Photo: ella marie
Rent spikes are nothing new but for consumers who managed to score deals on rentals during the housing slump of 2008, the good times are just about over. The nation is currently seeing some of the highest occupancy rates since 2002, according to the National Renters Association. Fewer available tenements coupled with swarms of tenants flocking to fill them up means the ball is back in the landlord’s court and they’re shooting for the three-pointer.
Some regions of the U.S. have already seen rental prices soar as high as 20 per cent, an NRA spokesperson said. Luckily, that’s pretty unusual. Unless you’ve worked out a fixed rate with your landlord, consumers should typically expect about a 2 to 3 per cent annual increase and budget accordingly.
“A free market is a free market,” says Gary Malin, President of New York-based real estate brokerage firm CitiHabitats. “People think there’s no possibility their owner could increase their rent, but they’re going to do what they can to maximise their rents.”
The good news is there are plenty of warning signs out there that could alert you to rent hikes on the horizon. Here are some ways to eliminate the guesswork:
Shrinking classifieds. Keeping up with the general health of the real estate market in the press is the quickest way to gauge the possibility of rent increases, Malin says. If the classifieds section in your local paper is looking sparse in the rental department, it’s a good indicator prices will be steeper.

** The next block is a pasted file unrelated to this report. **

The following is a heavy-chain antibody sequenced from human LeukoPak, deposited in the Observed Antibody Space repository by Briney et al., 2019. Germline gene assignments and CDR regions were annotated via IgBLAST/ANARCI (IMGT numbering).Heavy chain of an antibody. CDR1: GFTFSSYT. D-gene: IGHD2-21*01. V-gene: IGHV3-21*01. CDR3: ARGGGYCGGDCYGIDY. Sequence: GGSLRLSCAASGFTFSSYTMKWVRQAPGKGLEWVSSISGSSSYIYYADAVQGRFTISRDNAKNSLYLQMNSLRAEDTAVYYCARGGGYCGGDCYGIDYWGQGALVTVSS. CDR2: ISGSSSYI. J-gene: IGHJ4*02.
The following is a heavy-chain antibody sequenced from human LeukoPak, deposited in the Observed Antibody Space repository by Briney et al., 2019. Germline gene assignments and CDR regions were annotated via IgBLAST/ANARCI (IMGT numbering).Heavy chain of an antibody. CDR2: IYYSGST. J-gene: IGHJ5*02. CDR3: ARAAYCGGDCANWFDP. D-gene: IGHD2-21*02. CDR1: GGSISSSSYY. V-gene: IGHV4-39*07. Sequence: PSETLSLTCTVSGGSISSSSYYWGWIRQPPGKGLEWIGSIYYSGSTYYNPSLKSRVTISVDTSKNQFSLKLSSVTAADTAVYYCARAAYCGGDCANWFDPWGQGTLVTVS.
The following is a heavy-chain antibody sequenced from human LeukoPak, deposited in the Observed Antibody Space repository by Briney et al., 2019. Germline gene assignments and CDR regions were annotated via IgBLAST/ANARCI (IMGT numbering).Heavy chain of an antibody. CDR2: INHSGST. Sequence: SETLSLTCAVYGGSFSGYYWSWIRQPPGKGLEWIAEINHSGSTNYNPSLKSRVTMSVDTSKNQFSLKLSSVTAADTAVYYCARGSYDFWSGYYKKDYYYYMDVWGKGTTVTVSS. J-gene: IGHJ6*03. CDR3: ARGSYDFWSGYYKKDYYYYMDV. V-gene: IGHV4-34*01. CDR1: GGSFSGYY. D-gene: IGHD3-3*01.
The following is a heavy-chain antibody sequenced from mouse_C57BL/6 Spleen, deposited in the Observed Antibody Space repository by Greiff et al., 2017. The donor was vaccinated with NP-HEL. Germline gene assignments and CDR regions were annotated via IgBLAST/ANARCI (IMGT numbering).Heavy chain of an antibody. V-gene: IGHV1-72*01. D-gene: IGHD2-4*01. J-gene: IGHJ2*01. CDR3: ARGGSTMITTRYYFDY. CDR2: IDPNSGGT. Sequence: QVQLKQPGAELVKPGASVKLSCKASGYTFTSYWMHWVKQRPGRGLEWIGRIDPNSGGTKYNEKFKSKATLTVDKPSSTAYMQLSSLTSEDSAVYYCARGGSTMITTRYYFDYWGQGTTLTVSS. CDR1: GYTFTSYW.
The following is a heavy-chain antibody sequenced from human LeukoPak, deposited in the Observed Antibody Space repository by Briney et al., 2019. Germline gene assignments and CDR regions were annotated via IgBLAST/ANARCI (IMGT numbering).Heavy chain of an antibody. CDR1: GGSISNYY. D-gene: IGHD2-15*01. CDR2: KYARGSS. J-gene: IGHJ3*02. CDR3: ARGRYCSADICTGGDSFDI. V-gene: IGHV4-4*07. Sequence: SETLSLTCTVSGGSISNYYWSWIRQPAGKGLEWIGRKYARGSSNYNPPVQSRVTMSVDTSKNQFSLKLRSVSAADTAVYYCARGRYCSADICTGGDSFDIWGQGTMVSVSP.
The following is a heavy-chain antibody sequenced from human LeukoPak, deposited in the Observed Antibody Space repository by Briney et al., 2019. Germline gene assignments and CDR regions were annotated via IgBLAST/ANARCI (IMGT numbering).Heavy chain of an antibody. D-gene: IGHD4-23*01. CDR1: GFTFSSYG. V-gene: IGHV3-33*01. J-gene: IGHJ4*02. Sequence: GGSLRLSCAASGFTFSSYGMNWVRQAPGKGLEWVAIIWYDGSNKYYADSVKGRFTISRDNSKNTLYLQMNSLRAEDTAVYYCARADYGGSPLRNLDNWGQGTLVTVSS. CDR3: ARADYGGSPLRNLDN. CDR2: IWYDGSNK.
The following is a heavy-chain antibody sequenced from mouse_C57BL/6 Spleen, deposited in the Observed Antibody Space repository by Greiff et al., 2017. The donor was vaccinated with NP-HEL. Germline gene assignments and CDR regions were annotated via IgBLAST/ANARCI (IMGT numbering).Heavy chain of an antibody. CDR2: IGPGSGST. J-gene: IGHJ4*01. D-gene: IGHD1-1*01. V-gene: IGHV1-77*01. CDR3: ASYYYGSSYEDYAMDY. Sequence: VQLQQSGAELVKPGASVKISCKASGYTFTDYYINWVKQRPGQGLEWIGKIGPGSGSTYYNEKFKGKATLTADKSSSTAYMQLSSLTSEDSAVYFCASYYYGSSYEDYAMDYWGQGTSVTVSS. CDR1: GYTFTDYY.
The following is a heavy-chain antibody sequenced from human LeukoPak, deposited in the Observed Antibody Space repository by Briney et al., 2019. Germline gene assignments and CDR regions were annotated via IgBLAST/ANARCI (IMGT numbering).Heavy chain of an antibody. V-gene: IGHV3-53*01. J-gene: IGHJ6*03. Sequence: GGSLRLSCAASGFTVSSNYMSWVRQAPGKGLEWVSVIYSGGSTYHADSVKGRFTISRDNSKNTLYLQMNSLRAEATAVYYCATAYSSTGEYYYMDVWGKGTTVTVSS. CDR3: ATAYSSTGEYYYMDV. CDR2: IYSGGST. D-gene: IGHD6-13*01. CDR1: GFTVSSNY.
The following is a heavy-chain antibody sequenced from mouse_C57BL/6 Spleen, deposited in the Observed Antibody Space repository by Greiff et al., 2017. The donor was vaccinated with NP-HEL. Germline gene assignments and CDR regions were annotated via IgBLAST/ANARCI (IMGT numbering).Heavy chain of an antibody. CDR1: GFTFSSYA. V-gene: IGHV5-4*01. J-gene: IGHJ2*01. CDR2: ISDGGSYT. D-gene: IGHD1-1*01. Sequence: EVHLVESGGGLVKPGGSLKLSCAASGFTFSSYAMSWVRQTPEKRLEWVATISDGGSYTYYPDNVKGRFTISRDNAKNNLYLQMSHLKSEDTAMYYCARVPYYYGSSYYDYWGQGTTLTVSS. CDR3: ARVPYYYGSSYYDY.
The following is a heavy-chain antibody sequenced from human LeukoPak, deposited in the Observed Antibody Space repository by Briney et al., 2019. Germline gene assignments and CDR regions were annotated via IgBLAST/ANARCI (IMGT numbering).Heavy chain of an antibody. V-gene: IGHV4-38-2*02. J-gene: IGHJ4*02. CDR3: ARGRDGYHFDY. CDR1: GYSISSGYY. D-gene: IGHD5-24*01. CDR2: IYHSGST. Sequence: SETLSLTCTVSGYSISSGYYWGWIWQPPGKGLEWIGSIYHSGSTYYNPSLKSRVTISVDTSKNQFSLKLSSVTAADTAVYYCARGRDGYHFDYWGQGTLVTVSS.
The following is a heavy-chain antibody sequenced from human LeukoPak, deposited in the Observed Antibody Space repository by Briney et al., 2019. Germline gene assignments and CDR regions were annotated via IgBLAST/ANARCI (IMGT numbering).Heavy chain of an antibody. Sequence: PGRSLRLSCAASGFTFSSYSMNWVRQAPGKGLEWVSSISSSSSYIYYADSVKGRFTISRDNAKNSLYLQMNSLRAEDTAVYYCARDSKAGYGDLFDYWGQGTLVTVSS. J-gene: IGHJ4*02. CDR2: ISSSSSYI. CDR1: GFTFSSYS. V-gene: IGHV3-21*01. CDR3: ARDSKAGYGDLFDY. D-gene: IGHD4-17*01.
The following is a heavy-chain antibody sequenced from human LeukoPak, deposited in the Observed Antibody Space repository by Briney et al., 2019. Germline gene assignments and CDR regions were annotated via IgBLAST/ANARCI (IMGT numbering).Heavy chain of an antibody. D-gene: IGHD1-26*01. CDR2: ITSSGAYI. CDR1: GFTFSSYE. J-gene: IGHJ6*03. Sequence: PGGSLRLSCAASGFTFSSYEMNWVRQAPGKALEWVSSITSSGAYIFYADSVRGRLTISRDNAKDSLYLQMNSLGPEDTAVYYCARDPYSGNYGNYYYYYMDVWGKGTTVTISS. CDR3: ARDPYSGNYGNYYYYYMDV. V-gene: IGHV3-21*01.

“(Renters) need to go out and see what the market is,” Malin says. “They should engage a broker or go to open houses, go online and see what apartments are being advertised for and that will give you a sense of how the current rent stacks up in the marketplace.”
Electricity costs rising. Whether you’re in a doorman building or lying low in a basement apartment, you can bet your landlord will be paying hawk-like attention to the rising cost of keeping you warm in the winter.
Foreclosures spiking. Much of the boom in the rental market has to do with previous homeowners losing their houses to foreclosures or trying to downsize to cut expenses, according to the NRA. If there are reports of spikes in foreclosures, you can bet landlords will take full advantage of the sudden deluge of possible tenants and up their asking prices.
A bulldozer is out front. If building managers or landlords plan any sort of improvement to their property, they often hike up rent to meet the cost of renovations. You may enjoy that nice new Jacuzzi in the backyard, but don’t think you won’t wind up paying for it eventually.
Lenders run scared. When banks start getting choosier with their risks like they have in recent months, it means fewer consumers will get approved for home loans. They’ll likely turn to the rental market instead until they can improve their finances sufficiently to secure a mortgage.
Gas prices skyrocketing. When the cost of fuel rises, that means utilities across the board are likely to be impacted. Gas and heating costs are part of landlords’ operating expenses and play a big role in how much they’ll ask renters to pay, Malin says.
Your landlord says so. Unless you live in a rent-stabilised apartment building and have a renter’s board to alert you to price increases, there are no laws that dictate how much notice tenants must be given. If you scored a great deal on a low-rent loft but your bank account can’t handle any extra expenses, ask your landlord in advance if they’re planning to up the rent so you can plan accordingly.